When you are figuring out how to calculate your stock earnings, you have several helpful tools at your disposal. Whether you want to use one of the many free online calculators that are sponsored by financial websites or do a pen and paper calculation on your own, the important factor is to make sure that you are on target with your financial earnings and rate of return on investment to be building the financial portfolio you need to comfortably live on when you want to retire. Learn about how to calculate your stock earnings and take the tips that are most useful to you.
You will want to use a ratio called Price to Earnings to Growth, or PEG, to calculate your future stock earnings. This is a calculation that should ideally be done before each new stock purchase, as well as on a regular basis as you monitor and adjust your portfolio. With this calculation, you will be performing two calculations in one, according to Investopedia. In the first calculation, you will be looking at the stock's present day value. In the second, you will be investigating its potential for growth in earnings over the time you plan to hold the stock.
PEG Calculation: To perform the PEG calculation, you need to know the earnings per share of the stock you are holding. This number represents the current market value to date of a share of the stock. You can find this information by monitoring market activity through sites such as The Wall Street Journal's Market Watch. You will then need to divide that number into the most recently released annual earnings per share to find the price-to-earnings ratio. Once you have this information handy, you can then divide the price-to-earnings ratio again by the expected future earnings growth (called "expected earnings") you will have completed the PEG formula. One you know the value of the PEG formula, you can tell whether the stock is over- or under-performing its peers in terms of stock earnings annually.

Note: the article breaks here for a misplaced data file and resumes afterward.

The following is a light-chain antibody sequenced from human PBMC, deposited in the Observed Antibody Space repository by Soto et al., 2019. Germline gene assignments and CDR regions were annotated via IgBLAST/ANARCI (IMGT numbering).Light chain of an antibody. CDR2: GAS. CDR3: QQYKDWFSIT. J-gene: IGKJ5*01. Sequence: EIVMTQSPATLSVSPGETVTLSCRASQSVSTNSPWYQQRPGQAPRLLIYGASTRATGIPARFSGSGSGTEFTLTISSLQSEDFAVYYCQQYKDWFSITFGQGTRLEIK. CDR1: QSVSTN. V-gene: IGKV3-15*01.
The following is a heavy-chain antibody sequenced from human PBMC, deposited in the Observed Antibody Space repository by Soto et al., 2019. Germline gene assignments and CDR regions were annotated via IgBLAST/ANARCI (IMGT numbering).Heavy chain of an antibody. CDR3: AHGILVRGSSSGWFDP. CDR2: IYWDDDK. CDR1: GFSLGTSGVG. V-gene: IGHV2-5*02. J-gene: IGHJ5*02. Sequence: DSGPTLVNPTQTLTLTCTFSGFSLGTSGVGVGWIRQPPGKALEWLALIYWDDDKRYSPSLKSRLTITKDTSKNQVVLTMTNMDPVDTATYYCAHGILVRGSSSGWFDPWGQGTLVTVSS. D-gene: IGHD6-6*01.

EPS Calculation: You can also use the earnings per share ratio to calculate your stock earnings on a per share basis. To perform this calculation, you will need certain pieces of information from the issuing company, including the net annual income, the annual value of preferred dividends paid out, and the number of shares of common stock that are currently in circulation. To calculate EPS, take the net income and subtract out the preferred dividends, then divide by the number of common stock shares. This calculation will give you the very valuable "earnings per share" ratio which is also a useful measure of calculation to stack up your stock portfolio against how competing stocks are performing.
Experts caution that these calculations are nothing more than estimates that are trying to factor in current numbers to predict future performance. As in all things stock market, it is important to build a diversified investment portfolio to account for instances in which even the best calculations may not perform up to standard.